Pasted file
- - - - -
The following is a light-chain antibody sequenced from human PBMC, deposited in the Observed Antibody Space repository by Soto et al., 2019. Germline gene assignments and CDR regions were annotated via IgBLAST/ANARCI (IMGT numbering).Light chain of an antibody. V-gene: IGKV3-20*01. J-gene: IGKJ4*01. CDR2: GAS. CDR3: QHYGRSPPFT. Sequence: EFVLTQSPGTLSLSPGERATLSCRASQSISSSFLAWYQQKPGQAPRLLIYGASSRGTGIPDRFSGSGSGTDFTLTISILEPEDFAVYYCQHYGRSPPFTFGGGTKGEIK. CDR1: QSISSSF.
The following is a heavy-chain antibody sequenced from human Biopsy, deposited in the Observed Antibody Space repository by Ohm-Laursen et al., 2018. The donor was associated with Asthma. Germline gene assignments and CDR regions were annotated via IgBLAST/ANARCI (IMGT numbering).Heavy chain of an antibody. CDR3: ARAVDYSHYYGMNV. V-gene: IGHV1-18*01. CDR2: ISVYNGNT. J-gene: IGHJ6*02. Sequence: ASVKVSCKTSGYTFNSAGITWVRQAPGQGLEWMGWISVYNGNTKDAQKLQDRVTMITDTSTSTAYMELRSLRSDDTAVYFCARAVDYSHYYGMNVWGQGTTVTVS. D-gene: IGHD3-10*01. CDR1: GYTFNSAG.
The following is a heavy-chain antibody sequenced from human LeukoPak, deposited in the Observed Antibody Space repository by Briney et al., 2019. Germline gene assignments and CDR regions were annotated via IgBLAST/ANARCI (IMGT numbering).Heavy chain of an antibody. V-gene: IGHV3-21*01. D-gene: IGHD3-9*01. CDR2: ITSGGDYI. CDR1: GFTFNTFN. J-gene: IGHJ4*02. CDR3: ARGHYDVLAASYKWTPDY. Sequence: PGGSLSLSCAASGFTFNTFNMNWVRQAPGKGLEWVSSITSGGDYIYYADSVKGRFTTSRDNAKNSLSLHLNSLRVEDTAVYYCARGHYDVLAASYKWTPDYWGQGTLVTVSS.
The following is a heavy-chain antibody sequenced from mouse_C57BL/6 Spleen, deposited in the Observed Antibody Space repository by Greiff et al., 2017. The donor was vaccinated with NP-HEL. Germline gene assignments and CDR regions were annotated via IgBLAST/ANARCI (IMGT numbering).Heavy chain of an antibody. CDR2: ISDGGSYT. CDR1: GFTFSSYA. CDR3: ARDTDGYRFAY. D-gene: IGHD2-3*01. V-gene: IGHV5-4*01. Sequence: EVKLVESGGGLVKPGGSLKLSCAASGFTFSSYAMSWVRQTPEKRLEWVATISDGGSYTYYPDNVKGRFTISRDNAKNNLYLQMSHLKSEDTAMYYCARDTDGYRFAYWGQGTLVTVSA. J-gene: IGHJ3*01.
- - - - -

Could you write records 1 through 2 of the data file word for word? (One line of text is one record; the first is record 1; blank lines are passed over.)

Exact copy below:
The following is a light-chain antibody sequenced from human PBMC, deposited in the Observed Antibody Space repository by Soto et al., 2019. Germline gene assignments and CDR regions were annotated via IgBLAST/ANARCI (IMGT numbering).Light chain of an antibody. V-gene: IGKV3-20*01. J-gene: IGKJ4*01. CDR2: GAS. CDR3: QHYGRSPPFT. Sequence: EFVLTQSPGTLSLSPGERATLSCRASQSISSSFLAWYQQKPGQAPRLLIYGASSRGTGIPDRFSGSGSGTDFTLTISILEPEDFAVYYCQHYGRSPPFTFGGGTKGEIK. CDR1: QSISSSF.
The following is a heavy-chain antibody sequenced from human Biopsy, deposited in the Observed Antibody Space repository by Ohm-Laursen et al., 2018. The donor was associated with Asthma. Germline gene assignments and CDR regions were annotated via IgBLAST/ANARCI (IMGT numbering).Heavy chain of an antibody. CDR3: ARAVDYSHYYGMNV. V-gene: IGHV1-18*01. CDR2: ISVYNGNT. J-gene: IGHJ6*02. Sequence: ASVKVSCKTSGYTFNSAGITWVRQAPGQGLEWMGWISVYNGNTKDAQKLQDRVTMITDTSTSTAYMELRSLRSDDTAVYFCARAVDYSHYYGMNVWGQGTTVTVS. D-gene: IGHD3-10*01. CDR1: GYTFNSAG.